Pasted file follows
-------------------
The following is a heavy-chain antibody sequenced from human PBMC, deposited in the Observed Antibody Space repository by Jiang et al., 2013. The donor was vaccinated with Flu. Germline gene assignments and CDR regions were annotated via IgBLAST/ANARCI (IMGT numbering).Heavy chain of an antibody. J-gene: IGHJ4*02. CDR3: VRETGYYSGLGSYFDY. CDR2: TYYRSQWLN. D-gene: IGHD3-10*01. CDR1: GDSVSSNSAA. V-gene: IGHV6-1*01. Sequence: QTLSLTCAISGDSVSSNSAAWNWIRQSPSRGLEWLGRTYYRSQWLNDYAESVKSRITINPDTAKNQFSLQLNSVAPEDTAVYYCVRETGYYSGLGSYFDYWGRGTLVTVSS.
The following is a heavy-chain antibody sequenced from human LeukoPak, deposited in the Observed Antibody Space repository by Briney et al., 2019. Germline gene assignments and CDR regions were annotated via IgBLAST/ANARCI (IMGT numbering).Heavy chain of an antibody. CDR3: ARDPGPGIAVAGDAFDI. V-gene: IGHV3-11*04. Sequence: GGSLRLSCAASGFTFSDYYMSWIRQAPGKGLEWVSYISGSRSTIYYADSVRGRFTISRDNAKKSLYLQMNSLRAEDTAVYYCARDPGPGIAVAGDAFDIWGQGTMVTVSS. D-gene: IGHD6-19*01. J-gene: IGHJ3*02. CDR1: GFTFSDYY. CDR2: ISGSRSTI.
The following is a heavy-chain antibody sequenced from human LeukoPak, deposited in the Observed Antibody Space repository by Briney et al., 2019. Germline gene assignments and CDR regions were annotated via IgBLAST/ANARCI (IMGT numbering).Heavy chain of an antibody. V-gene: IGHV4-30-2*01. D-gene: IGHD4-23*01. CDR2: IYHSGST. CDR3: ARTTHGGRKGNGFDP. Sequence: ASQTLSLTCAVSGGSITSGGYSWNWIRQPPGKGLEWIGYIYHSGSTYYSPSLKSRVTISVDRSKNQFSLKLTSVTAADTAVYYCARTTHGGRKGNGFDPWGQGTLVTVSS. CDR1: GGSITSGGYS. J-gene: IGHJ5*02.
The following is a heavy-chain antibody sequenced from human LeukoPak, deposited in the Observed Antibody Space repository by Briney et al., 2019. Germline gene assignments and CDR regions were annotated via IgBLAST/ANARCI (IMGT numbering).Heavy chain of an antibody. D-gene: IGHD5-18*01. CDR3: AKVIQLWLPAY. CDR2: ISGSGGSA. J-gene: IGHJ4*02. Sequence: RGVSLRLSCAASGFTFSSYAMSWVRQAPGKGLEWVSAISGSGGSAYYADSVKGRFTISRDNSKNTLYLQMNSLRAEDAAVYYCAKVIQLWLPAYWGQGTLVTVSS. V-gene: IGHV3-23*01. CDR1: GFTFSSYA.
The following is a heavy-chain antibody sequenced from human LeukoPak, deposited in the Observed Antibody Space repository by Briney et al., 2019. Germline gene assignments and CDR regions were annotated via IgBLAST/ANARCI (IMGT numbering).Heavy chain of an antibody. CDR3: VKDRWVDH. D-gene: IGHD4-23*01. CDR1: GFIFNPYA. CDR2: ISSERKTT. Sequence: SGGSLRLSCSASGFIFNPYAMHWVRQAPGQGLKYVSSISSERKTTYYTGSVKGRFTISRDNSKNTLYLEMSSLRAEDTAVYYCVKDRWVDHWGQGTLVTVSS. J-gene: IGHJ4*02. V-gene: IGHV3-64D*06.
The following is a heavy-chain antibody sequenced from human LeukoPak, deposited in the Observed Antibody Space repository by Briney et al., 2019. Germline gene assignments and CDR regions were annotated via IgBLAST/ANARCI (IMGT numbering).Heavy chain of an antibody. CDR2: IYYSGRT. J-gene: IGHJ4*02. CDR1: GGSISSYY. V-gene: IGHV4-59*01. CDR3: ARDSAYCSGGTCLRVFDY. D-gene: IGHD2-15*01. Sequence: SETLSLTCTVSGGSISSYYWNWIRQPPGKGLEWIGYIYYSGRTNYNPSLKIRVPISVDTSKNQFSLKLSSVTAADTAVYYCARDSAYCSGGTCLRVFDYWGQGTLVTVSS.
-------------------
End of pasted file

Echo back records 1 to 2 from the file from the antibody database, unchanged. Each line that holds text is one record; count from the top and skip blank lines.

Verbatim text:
The following is a heavy-chain antibody sequenced from human PBMC, deposited in the Observed Antibody Space repository by Jiang et al., 2013. The donor was vaccinated with Flu. Germline gene assignments and CDR regions were annotated via IgBLAST/ANARCI (IMGT numbering).Heavy chain of an antibody. J-gene: IGHJ4*02. CDR3: VRETGYYSGLGSYFDY. CDR2: TYYRSQWLN. D-gene: IGHD3-10*01. CDR1: GDSVSSNSAA. V-gene: IGHV6-1*01. Sequence: QTLSLTCAISGDSVSSNSAAWNWIRQSPSRGLEWLGRTYYRSQWLNDYAESVKSRITINPDTAKNQFSLQLNSVAPEDTAVYYCVRETGYYSGLGSYFDYWGRGTLVTVSS.
The following is a heavy-chain antibody sequenced from human LeukoPak, deposited in the Observed Antibody Space repository by Briney et al., 2019. Germline gene assignments and CDR regions were annotated via IgBLAST/ANARCI (IMGT numbering).Heavy chain of an antibody. CDR3: ARDPGPGIAVAGDAFDI. V-gene: IGHV3-11*04. Sequence: GGSLRLSCAASGFTFSDYYMSWIRQAPGKGLEWVSYISGSRSTIYYADSVRGRFTISRDNAKKSLYLQMNSLRAEDTAVYYCARDPGPGIAVAGDAFDIWGQGTMVTVSS. D-gene: IGHD6-19*01. J-gene: IGHJ3*02. CDR1: GFTFSDYY. CDR2: ISGSRSTI.